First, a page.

The North Wales Child Abuse Scandal

What became known as the North Wales child abuse scandal began to surface in 1986 when allegations were made by Alison Taylor concerning the physical and sexual abuse of children by staff at a number of residential homes in the region. Taylor was then the Officer in Charge at the Ty Newydd children's home in Bangor, North Wales, run by the Gwynedd County Council. Her allegations were based on complaints from children coming to Ty Newydd from other establishments, both privately operated homes and ones run by Clywd and Gwynedd County Councils.

Taylor initially presented a dossier of the allegations to her council superiors but, after no action resulted, she went to the police, upon which the council suspended her. After an initial police investigation that also led to no proceedings being taken, Taylor was branded by the council as a 'blatant trouble maker' and 'a most unfit person to be in charge of a children's home'. Undaunted, she continued her campaign for a public inquiry, unearthing further cases of abuse, including some by staff at the Clwyd Council's Bryn Estyn home in Wrexham. Following a major investigation by the North Wales Police during 1991–3, six individuals, including a deputy principal and a housemaster at Bryn Estyn, were convicted of serious sexual offences.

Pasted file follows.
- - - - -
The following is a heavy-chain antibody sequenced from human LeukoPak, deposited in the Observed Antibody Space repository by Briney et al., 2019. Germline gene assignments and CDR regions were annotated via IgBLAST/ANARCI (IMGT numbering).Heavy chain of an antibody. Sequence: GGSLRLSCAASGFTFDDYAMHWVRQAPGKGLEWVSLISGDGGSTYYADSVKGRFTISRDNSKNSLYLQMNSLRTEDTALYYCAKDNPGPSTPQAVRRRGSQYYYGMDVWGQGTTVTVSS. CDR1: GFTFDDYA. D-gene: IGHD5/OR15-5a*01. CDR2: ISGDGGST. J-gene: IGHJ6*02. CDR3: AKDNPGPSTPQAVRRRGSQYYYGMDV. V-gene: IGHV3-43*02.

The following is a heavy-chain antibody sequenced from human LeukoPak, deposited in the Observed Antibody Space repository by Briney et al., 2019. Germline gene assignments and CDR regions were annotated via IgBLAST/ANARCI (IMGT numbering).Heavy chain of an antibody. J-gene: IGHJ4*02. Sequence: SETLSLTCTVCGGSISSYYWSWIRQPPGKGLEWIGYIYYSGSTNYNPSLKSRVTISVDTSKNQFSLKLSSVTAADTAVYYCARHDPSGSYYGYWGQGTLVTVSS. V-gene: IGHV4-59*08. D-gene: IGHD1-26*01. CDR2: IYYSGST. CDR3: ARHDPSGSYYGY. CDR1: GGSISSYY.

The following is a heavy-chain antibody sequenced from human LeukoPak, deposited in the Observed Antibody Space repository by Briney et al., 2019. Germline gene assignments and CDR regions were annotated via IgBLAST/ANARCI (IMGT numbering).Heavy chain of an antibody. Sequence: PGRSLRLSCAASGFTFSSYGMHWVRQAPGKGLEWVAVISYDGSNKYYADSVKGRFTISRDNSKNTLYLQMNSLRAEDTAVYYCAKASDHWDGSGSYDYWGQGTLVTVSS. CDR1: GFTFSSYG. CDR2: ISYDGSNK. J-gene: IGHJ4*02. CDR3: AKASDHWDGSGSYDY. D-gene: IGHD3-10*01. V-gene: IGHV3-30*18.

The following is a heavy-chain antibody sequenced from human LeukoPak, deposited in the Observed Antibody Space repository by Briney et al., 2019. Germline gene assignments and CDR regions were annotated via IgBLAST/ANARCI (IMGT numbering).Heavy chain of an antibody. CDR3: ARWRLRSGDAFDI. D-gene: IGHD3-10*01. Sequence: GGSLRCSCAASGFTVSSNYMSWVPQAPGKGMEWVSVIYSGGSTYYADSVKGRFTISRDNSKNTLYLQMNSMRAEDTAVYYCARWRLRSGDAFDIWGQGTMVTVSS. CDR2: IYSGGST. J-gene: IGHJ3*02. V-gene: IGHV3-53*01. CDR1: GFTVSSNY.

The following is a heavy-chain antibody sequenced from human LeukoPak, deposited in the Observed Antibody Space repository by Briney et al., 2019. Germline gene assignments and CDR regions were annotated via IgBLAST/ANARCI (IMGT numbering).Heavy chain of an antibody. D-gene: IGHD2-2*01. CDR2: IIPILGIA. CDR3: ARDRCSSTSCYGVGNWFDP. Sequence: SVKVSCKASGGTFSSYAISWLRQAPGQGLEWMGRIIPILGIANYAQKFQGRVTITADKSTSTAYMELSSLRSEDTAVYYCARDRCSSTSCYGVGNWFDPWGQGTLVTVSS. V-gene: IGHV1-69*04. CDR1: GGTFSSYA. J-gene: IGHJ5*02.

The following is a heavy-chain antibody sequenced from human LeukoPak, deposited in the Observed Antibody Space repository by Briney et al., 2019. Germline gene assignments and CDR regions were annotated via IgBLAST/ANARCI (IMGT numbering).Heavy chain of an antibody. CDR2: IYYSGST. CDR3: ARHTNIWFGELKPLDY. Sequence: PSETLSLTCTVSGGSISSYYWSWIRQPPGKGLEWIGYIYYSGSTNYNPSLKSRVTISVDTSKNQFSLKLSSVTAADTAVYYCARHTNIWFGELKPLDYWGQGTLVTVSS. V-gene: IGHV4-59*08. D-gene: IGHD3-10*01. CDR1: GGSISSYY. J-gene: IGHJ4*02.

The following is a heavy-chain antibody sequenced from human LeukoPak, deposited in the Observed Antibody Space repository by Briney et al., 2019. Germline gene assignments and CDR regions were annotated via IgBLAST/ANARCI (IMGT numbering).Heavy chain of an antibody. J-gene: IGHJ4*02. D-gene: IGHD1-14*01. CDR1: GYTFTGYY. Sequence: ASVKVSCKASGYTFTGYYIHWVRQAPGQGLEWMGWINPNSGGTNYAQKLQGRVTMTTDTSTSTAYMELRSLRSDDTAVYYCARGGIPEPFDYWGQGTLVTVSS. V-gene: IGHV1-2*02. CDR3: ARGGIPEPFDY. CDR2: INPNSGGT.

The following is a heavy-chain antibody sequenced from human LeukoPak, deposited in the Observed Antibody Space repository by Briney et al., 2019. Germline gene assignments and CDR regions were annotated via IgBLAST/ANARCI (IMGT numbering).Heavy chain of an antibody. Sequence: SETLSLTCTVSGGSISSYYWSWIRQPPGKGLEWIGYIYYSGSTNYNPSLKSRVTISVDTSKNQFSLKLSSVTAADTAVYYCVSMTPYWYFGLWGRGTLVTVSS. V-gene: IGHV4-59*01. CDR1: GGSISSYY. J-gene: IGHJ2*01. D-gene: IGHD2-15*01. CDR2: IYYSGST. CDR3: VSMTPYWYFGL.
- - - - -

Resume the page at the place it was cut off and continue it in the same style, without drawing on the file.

In 1994, Clywd Council commissioned John Jillings to chair an internal investigation into allegations of abuse against residents of its children's homes in the 1970s and 1980s. His report was completed two years later but not published because of legal advice that it could expose the authority to compensation claims from those involved.

In 1996, with ongoing public concern about child care in North Wales, William Hague, the then Secretary of State for Wales, ordered a judicial inquiry into the abuse of children in care homes in former county council areas of Clwyd and Gwynedd (both authorities being abolished in 1996). A retired High Court judge, Sir Ronald Waterhouse, was appointed as its chair.

The Waterhouse Inquiry's findings, entitled Lost in Care, were published in February 2000. The report's major conclusion was that 'widespread sexual abuse of boys occurred in children's residential establishments in Clwyd between 1974 and 1990'. The report provided an extensive catalogue of the offenders and offences. As well as Bryn Estyn, considerable abuse had occurred at the council's Cartrefle home in Broughton. There were some incidents of sexual abuse of girl residents in these establishments but they were comparatively rare.

The report also found that widespread sexual abuse of boys had taken place in privately run children's homes in Clwyd throughout the same period, with sexual abuse of girls also occurring to an alarming extent. Prominent among these were the homes and hostels operated by the Bryn Alyn Community. In 1995, John Allen, the founder of the Community, was sentenced to six years' imprisonment for having sexually abused boys in his care during the 1970s. It also emerged that another member of the staff had been convicted in 1976 for sexual assaults on boys, and the deputy head teacher of the Community's school had been given six months' imprisonment in 1986 for unlawful sexual intercourse with a girl resident under 16 years of age.